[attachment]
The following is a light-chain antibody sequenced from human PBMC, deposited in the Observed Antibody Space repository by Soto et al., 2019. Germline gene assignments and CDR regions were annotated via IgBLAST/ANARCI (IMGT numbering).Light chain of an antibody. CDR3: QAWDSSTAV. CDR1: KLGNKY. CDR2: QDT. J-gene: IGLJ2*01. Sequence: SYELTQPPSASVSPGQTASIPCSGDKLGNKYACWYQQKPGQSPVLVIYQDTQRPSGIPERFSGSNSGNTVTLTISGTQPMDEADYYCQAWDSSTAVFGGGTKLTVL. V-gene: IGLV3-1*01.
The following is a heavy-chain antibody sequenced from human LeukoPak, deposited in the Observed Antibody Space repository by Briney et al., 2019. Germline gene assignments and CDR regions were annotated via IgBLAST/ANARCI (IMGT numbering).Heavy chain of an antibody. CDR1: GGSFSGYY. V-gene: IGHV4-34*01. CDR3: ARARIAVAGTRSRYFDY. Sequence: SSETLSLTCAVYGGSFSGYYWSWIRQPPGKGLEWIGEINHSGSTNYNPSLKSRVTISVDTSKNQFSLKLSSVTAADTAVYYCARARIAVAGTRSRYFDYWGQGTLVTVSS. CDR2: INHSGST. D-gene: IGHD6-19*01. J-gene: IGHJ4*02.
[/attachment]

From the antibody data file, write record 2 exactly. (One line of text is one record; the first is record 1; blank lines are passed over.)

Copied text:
The following is a heavy-chain antibody sequenced from human LeukoPak, deposited in the Observed Antibody Space repository by Briney et al., 2019. Germline gene assignments and CDR regions were annotated via IgBLAST/ANARCI (IMGT numbering).Heavy chain of an antibody. CDR1: GGSFSGYY. V-gene: IGHV4-34*01. CDR3: ARARIAVAGTRSRYFDY. Sequence: SSETLSLTCAVYGGSFSGYYWSWIRQPPGKGLEWIGEINHSGSTNYNPSLKSRVTISVDTSKNQFSLKLSSVTAADTAVYYCARARIAVAGTRSRYFDYWGQGTLVTVSS. CDR2: INHSGST. D-gene: IGHD6-19*01. J-gene: IGHJ4*02.